It’s not failure. A car is a failure if it’s a problem for the customer who bought it. But all the surveys show that people who bought the Logan are happy with it. Where we are disappointed is that we thought we would be selling more cars. That’s the point. We thought that more customers would come to the product. When you have a situation like this you need to compare ok how do you deal with your expectations and compared to your expectations what is your reality and what’s not matching. Maybe your expectations were wrong. Ok maybe your prognosis is not right. So, this analysis is being made with Mahindra because they have the knowledge of the market. Let’s not forget that this car is being sold through the network of Mahindra with people who know exactly what’s going on, what customers are asking for. So we are working with them to understand. For me, what’s important is that our strategy in India is a long term strategy. It’s not about being successful in one car or being successful in one year. This is a market that’s going to be one of the largest markets in the world, and we want to make sure that whatever we do, we do it right. Globally Renault-Nissan have a market share 10 per cent. In India, it’s less than 1 per cent. We would want to reach the same share in India as we have globally.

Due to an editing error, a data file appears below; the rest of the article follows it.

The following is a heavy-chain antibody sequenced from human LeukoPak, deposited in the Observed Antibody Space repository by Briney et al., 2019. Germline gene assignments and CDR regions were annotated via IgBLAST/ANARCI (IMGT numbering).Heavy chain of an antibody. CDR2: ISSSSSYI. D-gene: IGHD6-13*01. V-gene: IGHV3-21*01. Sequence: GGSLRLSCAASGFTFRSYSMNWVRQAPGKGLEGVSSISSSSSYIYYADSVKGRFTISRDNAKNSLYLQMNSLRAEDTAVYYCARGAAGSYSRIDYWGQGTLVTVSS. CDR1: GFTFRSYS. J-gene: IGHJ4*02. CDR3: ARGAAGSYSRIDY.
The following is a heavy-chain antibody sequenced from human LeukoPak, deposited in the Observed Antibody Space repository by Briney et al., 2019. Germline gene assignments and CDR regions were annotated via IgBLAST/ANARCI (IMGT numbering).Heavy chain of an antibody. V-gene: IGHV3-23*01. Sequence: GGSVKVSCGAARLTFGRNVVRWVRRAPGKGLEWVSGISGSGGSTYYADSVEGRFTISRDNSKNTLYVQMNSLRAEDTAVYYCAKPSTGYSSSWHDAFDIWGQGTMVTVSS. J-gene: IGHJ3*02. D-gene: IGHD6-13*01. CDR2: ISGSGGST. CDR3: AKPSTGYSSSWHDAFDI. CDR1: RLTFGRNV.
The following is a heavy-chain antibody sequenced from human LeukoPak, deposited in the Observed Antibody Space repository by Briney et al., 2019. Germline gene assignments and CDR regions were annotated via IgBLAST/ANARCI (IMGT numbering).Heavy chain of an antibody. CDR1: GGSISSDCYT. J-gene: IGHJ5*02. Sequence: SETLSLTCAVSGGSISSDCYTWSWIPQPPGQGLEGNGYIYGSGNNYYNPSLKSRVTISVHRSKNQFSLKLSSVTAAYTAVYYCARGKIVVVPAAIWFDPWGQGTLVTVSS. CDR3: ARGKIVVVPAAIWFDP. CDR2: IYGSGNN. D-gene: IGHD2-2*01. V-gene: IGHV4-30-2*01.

In the past year or so more small cars are being sold in the developed world than ever before. How will this shift affect the profitability of automakers?